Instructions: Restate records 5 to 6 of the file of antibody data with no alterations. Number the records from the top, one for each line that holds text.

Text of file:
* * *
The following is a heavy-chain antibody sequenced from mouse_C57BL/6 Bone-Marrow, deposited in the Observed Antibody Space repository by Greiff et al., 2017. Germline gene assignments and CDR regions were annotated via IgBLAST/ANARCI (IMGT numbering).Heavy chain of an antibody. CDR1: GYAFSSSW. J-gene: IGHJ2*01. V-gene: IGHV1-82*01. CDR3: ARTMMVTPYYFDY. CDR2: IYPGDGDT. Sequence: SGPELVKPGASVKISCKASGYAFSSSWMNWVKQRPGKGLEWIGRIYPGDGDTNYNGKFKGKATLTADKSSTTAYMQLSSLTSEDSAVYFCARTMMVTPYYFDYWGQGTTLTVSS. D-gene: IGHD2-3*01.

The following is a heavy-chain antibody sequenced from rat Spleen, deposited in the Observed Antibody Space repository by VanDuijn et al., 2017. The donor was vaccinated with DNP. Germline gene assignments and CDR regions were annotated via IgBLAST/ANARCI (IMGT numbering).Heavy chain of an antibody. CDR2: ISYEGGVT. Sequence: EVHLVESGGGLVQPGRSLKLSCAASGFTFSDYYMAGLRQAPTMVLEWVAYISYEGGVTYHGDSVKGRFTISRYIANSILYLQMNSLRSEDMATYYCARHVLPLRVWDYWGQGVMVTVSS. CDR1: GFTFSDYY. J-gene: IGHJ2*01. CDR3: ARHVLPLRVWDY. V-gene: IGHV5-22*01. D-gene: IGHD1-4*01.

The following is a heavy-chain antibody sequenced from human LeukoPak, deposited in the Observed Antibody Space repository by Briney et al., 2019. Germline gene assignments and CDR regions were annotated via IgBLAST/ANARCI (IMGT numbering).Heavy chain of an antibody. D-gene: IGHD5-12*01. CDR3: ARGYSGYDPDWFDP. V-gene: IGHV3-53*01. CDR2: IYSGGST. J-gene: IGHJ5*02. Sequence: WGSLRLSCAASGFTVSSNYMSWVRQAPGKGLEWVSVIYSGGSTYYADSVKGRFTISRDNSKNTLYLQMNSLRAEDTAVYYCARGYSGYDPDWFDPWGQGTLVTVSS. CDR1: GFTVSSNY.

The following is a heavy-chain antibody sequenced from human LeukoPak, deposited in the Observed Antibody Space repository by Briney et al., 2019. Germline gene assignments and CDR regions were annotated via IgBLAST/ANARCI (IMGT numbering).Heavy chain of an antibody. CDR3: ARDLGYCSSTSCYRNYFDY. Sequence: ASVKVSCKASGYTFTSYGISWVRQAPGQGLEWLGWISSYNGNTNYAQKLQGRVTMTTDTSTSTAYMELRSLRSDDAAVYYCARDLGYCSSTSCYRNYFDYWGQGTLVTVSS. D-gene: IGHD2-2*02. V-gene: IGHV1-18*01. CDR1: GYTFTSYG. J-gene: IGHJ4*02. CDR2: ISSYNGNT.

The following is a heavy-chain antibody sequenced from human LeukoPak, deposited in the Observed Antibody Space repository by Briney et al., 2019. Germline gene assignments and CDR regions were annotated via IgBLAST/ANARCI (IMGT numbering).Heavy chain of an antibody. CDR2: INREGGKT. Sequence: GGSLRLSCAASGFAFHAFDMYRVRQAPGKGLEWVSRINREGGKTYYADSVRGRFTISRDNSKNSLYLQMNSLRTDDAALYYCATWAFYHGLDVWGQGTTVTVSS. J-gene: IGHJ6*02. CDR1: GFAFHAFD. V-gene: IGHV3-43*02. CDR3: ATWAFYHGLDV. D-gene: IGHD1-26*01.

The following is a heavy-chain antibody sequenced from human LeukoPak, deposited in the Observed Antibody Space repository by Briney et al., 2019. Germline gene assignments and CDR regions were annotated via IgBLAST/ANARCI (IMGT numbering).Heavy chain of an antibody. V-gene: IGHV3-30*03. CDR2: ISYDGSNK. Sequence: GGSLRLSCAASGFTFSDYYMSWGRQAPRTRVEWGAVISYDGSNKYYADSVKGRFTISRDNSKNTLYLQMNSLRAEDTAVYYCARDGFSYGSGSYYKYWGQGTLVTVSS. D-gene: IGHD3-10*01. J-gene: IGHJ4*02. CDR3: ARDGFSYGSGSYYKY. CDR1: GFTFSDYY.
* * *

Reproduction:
The following is a heavy-chain antibody sequenced from human LeukoPak, deposited in the Observed Antibody Space repository by Briney et al., 2019. Germline gene assignments and CDR regions were annotated via IgBLAST/ANARCI (IMGT numbering).Heavy chain of an antibody. CDR2: INREGGKT. Sequence: GGSLRLSCAASGFAFHAFDMYRVRQAPGKGLEWVSRINREGGKTYYADSVRGRFTISRDNSKNSLYLQMNSLRTDDAALYYCATWAFYHGLDVWGQGTTVTVSS. J-gene: IGHJ6*02. CDR1: GFAFHAFD. V-gene: IGHV3-43*02. CDR3: ATWAFYHGLDV. D-gene: IGHD1-26*01.

The following is a heavy-chain antibody sequenced from human LeukoPak, deposited in the Observed Antibody Space repository by Briney et al., 2019. Germline gene assignments and CDR regions were annotated via IgBLAST/ANARCI (IMGT numbering).Heavy chain of an antibody. V-gene: IGHV3-30*03. CDR2: ISYDGSNK. Sequence: GGSLRLSCAASGFTFSDYYMSWGRQAPRTRVEWGAVISYDGSNKYYADSVKGRFTISRDNSKNTLYLQMNSLRAEDTAVYYCARDGFSYGSGSYYKYWGQGTLVTVSS. D-gene: IGHD3-10*01. J-gene: IGHJ4*02. CDR3: ARDGFSYGSGSYYKY. CDR1: GFTFSDYY.